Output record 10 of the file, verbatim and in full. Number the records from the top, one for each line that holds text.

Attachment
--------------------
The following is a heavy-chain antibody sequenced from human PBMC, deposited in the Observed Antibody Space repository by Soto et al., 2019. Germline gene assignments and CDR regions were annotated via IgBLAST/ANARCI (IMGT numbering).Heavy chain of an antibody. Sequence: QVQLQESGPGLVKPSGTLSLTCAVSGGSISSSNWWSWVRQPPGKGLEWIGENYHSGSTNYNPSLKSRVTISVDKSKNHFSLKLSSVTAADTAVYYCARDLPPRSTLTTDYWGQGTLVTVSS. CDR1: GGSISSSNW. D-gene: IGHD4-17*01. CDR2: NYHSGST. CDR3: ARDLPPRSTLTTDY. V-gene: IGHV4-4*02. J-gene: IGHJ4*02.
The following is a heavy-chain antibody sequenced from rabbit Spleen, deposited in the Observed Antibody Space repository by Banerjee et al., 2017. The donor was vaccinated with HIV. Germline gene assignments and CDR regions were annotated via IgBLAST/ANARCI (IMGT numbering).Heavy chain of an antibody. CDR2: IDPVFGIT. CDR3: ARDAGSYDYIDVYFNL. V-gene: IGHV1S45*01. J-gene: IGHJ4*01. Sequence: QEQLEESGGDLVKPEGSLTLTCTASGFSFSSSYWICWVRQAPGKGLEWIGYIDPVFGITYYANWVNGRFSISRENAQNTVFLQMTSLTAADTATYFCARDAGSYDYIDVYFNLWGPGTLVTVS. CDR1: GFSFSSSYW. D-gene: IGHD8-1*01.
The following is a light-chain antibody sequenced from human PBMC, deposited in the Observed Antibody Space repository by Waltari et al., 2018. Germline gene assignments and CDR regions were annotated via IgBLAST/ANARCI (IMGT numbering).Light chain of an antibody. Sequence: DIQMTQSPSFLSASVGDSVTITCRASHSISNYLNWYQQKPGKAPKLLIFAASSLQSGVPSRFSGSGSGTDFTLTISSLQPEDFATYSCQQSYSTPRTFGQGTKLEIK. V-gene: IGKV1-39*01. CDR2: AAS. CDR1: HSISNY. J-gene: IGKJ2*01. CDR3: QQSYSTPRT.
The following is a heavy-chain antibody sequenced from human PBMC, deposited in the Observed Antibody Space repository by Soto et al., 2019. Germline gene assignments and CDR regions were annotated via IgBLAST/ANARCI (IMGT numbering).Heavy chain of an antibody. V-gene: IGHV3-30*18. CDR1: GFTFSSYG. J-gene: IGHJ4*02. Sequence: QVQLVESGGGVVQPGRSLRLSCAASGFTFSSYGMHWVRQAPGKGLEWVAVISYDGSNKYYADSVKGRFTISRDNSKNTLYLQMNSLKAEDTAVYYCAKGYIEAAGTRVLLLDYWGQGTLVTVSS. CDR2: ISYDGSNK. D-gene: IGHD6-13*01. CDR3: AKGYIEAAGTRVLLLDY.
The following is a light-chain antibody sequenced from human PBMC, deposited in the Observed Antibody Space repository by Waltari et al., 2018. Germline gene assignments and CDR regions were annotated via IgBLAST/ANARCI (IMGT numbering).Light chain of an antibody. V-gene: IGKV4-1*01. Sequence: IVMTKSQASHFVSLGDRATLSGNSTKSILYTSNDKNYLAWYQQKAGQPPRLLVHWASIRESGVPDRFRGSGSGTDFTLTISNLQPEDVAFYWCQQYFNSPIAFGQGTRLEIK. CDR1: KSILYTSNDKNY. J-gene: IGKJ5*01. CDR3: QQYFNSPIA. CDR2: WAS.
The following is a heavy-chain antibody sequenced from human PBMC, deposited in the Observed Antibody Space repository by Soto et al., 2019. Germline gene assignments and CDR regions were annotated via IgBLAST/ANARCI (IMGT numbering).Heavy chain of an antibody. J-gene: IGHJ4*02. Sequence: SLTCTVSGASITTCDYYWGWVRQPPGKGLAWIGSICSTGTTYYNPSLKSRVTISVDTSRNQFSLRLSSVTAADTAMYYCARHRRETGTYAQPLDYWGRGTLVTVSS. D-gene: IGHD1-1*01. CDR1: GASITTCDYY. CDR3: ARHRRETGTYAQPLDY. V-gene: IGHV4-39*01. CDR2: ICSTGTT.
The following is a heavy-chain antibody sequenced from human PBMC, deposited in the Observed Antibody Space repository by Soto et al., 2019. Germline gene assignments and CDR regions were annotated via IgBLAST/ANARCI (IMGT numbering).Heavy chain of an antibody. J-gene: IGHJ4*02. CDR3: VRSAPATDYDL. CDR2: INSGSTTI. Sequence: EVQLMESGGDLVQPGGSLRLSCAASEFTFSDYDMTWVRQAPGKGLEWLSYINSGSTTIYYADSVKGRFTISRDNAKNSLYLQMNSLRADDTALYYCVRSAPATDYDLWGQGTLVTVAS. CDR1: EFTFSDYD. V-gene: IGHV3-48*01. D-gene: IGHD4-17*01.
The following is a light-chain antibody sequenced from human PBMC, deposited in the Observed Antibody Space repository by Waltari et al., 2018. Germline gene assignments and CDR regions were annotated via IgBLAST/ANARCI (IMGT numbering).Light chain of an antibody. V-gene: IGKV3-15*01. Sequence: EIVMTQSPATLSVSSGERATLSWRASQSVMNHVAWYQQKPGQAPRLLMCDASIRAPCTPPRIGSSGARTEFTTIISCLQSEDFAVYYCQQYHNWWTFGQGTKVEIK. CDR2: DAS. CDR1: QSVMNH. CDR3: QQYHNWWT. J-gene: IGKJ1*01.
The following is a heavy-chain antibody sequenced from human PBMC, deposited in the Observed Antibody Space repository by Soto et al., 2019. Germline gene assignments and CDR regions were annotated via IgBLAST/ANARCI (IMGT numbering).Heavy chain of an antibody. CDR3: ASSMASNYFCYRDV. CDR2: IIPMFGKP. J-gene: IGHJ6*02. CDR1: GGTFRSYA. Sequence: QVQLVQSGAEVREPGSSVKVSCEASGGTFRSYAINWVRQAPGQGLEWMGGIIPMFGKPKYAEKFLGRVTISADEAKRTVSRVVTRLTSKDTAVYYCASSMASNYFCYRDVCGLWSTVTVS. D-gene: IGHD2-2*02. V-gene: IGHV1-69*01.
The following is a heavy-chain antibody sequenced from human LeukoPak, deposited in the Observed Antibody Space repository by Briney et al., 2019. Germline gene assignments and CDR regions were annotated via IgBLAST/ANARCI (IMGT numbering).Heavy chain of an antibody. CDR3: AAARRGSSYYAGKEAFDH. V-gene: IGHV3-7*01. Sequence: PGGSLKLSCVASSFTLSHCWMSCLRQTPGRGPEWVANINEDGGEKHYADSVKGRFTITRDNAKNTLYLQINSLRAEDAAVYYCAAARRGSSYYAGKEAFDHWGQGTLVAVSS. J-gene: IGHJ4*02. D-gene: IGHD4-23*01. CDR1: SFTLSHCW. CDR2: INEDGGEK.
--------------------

The following is a heavy-chain antibody sequenced from human LeukoPak, deposited in the Observed Antibody Space repository by Briney et al., 2019. Germline gene assignments and CDR regions were annotated via IgBLAST/ANARCI (IMGT numbering).Heavy chain of an antibody. CDR3: AAARRGSSYYAGKEAFDH. V-gene: IGHV3-7*01. Sequence: PGGSLKLSCVASSFTLSHCWMSCLRQTPGRGPEWVANINEDGGEKHYADSVKGRFTITRDNAKNTLYLQINSLRAEDAAVYYCAAARRGSSYYAGKEAFDHWGQGTLVAVSS. J-gene: IGHJ4*02. D-gene: IGHD4-23*01. CDR1: SFTLSHCW. CDR2: INEDGGEK.